In the red border around the cross are scrolls that recall tendrils of vines. They bring to mind Christ's admonition that He is the vine while we are but branches. To bear fruit, we must remain in Him. A life of penance, conversion, must be rooted in Christ.
The Crucifix is bordered with golden scallop shells, ancient symbols of baptism. In baptism, we are made new, our sins removed by the grace of the God-Man Who died for us in agony. Penitents must daily renew their baptismal promises to reject satan and embrace the fullness of the faith. This we do by twice daily praying both the Apostle's Creed and Psalm 51.
The wounds of Christ are spurting blood which pours down upon the figures of the cross and upon us. The crucifixion is not something that happened once and can be thought of as a past event. The crucifixion is timeless in the mind of God to Whom all time is now. Christ's agony is real and immediate. He suffers now for our sins and for the sins of all. His fresh and flowing wounds call us to give our life blood for the sake of others, as He did, in loving service to all.
The loincloth that girds the figure is white for purity and chastity, virtues to which all penitents are called, yet bordered in gold, the garb of a king. The cloth is tied with three knots, reflecting the purity and kingly nature of the Trinity. The cloth reminds us that pure and holy lives are the only lives worthy of penitents, and the only lives that will lead to glory.
The hair that cascades down Christ's shoulders plaits into three locks on His left shoulder and three on His right, with Christ's head in the center. The six locks of hair recall the six days of Creation, while the head of Christ indicates the Lord of that creation and the Commandment that He be honored on the seventh day. Penitents are to honor the Solemnity of the Sabbath and keep it holy for the Lord and, likewise, to keep holy all other Solemnities of the Church.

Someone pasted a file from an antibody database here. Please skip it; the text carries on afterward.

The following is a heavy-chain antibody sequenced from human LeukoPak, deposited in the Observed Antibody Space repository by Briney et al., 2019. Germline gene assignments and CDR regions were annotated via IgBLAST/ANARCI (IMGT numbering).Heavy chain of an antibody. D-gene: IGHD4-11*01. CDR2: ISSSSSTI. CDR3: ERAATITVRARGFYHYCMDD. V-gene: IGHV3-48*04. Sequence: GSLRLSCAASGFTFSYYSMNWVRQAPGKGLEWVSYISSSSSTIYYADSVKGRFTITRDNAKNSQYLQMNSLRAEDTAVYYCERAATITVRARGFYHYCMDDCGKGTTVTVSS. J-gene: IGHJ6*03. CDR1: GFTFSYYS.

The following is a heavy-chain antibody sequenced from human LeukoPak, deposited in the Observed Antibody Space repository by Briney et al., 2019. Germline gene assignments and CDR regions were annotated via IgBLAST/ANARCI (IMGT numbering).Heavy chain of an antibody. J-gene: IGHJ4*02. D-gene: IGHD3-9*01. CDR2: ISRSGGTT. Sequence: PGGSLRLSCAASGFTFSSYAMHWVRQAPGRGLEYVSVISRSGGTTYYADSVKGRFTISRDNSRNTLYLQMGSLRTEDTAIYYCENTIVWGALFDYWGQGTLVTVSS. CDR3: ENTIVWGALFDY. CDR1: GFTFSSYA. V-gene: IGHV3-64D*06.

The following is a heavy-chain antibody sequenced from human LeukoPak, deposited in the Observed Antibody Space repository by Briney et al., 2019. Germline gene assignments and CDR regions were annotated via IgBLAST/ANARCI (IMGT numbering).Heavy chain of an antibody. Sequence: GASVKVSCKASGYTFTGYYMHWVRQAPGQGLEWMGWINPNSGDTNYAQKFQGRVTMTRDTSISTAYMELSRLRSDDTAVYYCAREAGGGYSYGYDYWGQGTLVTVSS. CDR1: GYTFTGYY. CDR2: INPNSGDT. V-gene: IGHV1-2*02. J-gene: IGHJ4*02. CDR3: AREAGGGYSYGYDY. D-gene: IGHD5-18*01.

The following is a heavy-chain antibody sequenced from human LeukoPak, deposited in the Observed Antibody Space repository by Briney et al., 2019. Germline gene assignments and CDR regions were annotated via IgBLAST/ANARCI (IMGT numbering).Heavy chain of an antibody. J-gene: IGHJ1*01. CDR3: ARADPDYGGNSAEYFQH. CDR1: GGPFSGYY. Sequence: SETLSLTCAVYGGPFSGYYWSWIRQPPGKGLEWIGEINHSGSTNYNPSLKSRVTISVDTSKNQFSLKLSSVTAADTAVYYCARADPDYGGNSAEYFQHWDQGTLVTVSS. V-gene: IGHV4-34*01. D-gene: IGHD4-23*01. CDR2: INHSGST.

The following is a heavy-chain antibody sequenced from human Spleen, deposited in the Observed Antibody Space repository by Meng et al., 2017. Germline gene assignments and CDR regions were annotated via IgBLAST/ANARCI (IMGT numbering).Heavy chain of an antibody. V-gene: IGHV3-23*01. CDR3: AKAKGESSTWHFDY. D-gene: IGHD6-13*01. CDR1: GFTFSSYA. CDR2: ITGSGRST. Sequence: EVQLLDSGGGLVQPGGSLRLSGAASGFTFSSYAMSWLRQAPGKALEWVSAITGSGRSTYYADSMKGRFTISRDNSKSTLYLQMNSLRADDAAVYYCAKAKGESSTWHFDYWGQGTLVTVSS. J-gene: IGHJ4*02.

The halo behind Christ's head is radiant and huge. It portrays a cross, too, yet a glorified one, reminding us that holiness is possible only through embracing of the cross of Christ. The way of the cross leads to glory.
The primary colors of the crucifix are black, gold, and red. Black for sin and penance, red for sacrifice and love, and gold for glory. The colors alone are a sermon on conversion. May we repent of our sins, be willing to sacrifice for and love others and the Lord, and be rewarded with eternal glory.
A PRAYERFUL MEDITATION ON THE SAN DAMIANO CRUCIFIX
Reflections on the Icon of the Crucifix of San Damiano. The year, 2005-2006, marks the 800th anniversary of when Jesus spoke to Saint Francis through the Crucifix of San Damiano, "Go and rebuild My Church which, as you can see, is falling into ruin." Our reflections are the work of Mother Abbess Chiaralaura Serboli, a Poor Clare cloistered nun in Camerino, Italy. (Reprinted with permission of Saint Francis Pilgrimages Newsletter.)
THE REFLECTIONS BY SISTER CHIARALAURA, OSC
February 2006 Reflection:
Dearest brothers and sisters in the Lord,
Let us begin a journey toward the discovery of the profound significant points of the icon of the Crucifix of St. Damian. This will not be an artistic study, but rather theological and spiritual. In order that this reflection is fruitful, it is advised that you have in front of you the icon of St. Damian together with the Holy Scripture to follow the points that will be suggested to you. At the end of each meditation you will be able to pray the Prayer before the crucifix of St. Francis.
Let us begin with the outline since this orients us to the general understanding of the icon. It is formed with a multitude of shells. Among the ancient peoples, shells, for their beauty and longevity, were a symbol of beauty and eternity of Heaven. [Shells were also a symbol of pilgrimage from ancient times]. Thus this outline of shells indicates that this icon is destined, by its nature, to reveal the heavenly mystery. Moreover, the framing is not complete. It is not closed at the base, and it allows an open space that almost constitutes an entrance. Here we see some people - two are distinguishable, the others were most surely rubbed out as a result of centuries of the faithful kissing and venerating the icon.
These people, whom we only see the upper part of the body, are the faithful. With the upper part of their being, thus with their soul, they are already in the heavenly abode and in the Kingdom, in the new Earthly Paradise, while with their lower part they are anchored in the world, in the earth. This is already a first important lesson for us that indicates what is a true and healthy spiritual attitude: a fixed expression on the things of God, on Jesus Christ, but without omitting the things of every day, which find their true significance, in drawing from the reality of faith which renders its existence significant.
Jesus, with his huge stature, in the center of the icon, appears as the Tree of Life, in the Holy City (John 2, 8: Rev 22, 14-19). The people under his arms, in the light of the Lord (Rev 22, 5), are the living fruit If a grain of wheat dies, it bears much fruit (Jn 12, 24).